Stalin’s house is extremely innocuous, plain, and unimposing. Today the former dictator’s house is a hotel in the portions that are not the museum of today. The house reveals no fantastic or elaborate architecture or gold or marble mediums, and is only plain wood, stone, and brick to offer him shelter. The interiors, too, are quite plain and unimpressive. This shocking lack of architecture or radiance that one would seldom expect from a dictator of the world’s most powerful superpower (at the time) implies that Stalin lived plainly and without elaborate wealth much like the class-less Communist ideal encouraged. A massive gate encloses the interior of the house. A cobblestone walkway in the center courtyard offers a small and pleasant garden. In one of the buildings on the property, Stalin’s desk, main room, and bed are all in the same room. Stalin’s personal desk offers original documents hand-signed by Stalin from other Communist leaders like Mao Zedong and internal SSR authorities. The walls offer huge portraits and paintings of Stalin and Mao. A small and plain bed next to his desk offers only a place to sleep. Next to the bed is a massive black bulletproof couch, revealing Stalin’s paranoia to prevent him from being shot through walls. Against the wall (perhaps placed later), a large flag standard of the Georgian SSR (Soviet Socialist Republic) stands with pride. In the adjoining room, a huge pool table allows Stalin to enjoy one of his favorite pastimes. It is said that his adjutants and servants refused to beat Stalin at the game out of fear for upsetting him. Multiple balconies compliment each room in the structure for smoking, enjoyment, the crisp air, and drinking.

The other main building is much more impressive, with somewhat elaborate (yet overall plain) red carpets, copper and steel, and finished attractive wood ceilings and walls. Forward on the ground floor and down into the earth offers a bizarre swimming pool. As Stalin had one atrophied and disabled arm (as he had fallen off a horse during the Red-White civil war), he was unable to swim comfortably in a traditional large pool filled to the top. Thus instead, the pool is very rectangular, small, and short, with water only reaching the chestline of the mighty dictator. This pool was not only for his enjoyment, but for therapeutic recovery and treatment of his many hardships (especially the need to remain calm to alleviate aggression and extreme stress levels). The sun also shines in from the outside woods for the humid air to aid in recovery. Upstairs, a conference room can be seen that is quite impressive by comparison with the remainder of the property. Tall ceilings made of attractive yet plain wood designs tower over warm furniture and table arrangements. Next to the conference room is a large balcony that offers only woods in the distance for Stalin’s personal enjoyment (and his Soviet, American, and British Allied visitors). Stalin’s indulged in his favorite wine here in the evenings before (at least as reported) his men engaged in binge drinking of vodka, smoking, and other spirits. Visitors to the house can drink his favorite Georgian wine here as well during tours. Stalin had quite a marginal taste in wine: he took pride in his heritage as an ethnic Georgian by constantly enjoying the grapes of Georgian vines, but indeed quite a weak, young, and poor red wine at that.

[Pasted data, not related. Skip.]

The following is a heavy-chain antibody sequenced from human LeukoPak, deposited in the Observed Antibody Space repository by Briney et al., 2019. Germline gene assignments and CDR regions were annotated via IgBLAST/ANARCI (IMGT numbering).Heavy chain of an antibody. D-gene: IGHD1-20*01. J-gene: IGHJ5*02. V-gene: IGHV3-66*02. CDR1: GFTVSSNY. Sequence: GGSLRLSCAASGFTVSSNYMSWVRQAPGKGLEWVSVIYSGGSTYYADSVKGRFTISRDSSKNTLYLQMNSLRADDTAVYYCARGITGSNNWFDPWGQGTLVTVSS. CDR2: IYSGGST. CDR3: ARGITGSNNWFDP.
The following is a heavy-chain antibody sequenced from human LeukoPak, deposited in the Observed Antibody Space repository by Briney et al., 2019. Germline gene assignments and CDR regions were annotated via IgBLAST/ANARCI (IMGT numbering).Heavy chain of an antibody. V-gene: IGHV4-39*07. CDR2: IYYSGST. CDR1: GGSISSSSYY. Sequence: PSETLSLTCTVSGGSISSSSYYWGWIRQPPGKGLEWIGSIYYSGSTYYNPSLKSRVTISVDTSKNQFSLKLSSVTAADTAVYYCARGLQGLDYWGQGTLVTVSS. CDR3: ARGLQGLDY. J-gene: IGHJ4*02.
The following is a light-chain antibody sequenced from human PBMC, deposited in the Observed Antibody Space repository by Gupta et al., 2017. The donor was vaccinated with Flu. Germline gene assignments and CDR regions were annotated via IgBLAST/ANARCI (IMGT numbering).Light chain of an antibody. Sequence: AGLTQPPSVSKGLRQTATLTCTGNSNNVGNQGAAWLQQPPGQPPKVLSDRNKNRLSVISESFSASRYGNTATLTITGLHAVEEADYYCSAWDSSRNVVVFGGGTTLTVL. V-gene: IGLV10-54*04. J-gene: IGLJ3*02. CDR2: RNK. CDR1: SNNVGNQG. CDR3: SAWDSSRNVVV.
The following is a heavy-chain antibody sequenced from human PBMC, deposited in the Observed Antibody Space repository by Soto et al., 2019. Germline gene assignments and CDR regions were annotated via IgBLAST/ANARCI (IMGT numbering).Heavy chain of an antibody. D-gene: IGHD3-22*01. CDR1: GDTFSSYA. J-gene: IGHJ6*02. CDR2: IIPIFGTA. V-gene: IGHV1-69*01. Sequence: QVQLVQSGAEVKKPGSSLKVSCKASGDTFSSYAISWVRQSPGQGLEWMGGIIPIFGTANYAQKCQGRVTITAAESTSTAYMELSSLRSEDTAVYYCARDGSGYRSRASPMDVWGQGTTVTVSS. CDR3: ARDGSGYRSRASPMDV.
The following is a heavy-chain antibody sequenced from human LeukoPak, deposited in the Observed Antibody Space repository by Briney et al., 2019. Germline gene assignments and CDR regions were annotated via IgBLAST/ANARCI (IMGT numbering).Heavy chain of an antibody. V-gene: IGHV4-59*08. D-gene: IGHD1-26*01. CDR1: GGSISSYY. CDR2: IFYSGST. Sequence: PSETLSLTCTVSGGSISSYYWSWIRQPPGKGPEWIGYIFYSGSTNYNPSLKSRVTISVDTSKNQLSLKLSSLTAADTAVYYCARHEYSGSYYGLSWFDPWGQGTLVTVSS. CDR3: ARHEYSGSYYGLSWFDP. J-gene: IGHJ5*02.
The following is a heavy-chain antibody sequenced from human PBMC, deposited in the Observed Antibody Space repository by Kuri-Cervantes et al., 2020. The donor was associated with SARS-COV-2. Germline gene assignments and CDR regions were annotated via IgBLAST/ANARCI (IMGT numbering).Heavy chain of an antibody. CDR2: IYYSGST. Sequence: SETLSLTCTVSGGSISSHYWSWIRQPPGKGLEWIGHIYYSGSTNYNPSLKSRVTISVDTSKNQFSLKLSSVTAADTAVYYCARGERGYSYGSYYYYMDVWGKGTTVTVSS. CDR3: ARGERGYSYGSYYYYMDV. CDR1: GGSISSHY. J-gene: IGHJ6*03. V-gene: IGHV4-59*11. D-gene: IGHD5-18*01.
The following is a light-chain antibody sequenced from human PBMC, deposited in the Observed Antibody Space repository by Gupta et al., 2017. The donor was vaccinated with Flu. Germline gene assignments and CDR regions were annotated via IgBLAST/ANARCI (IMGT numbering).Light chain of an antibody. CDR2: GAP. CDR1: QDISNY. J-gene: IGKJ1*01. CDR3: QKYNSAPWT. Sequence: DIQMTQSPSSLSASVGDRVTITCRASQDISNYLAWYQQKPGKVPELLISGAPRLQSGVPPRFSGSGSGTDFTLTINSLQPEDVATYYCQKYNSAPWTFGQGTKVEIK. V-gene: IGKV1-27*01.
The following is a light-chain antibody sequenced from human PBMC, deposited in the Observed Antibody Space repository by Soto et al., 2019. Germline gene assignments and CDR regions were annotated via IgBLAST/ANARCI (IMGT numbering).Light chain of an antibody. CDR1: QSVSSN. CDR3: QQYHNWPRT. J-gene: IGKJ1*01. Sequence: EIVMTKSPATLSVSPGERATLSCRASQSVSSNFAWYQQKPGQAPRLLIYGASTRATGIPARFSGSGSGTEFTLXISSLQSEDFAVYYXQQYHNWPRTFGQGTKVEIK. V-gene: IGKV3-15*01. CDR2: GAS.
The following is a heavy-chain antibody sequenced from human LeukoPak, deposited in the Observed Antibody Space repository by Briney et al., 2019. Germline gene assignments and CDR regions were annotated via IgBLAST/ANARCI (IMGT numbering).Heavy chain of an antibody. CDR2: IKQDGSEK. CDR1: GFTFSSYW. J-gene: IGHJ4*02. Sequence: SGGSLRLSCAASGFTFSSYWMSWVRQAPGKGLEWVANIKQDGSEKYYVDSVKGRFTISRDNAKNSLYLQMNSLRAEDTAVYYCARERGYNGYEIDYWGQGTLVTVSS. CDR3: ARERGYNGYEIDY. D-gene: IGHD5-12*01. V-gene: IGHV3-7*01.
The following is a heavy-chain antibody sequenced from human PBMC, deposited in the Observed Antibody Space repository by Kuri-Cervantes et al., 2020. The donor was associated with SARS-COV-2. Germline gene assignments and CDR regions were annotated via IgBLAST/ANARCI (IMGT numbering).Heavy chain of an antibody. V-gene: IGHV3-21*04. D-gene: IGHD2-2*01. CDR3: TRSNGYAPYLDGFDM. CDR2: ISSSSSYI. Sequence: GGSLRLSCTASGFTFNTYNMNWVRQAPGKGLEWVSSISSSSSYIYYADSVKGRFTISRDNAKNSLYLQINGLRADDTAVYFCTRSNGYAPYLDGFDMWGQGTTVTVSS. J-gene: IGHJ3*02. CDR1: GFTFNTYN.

Stalin’s house reveals a fascinating and exclusive look at the fantastic dictator that goes beyond modern stereotyped or exaggerated historical depiction. Stalin lived a simple (yet unfathomably powerful) and plain life with impending stress, paranoia, danger, and health issues. It appears he was equally afraid of internal betrayal by his own men via political intrigue than he was of Hitler’s Third Reich that he ultimately obliterated in 1945. Pamphlets written in very broken English taken from the property retrospectively describe Stalin as a misunderstood father figure, a hero who not only defended the Russians from German conquest but was (rightfully) responsible for the Allied victory during the war.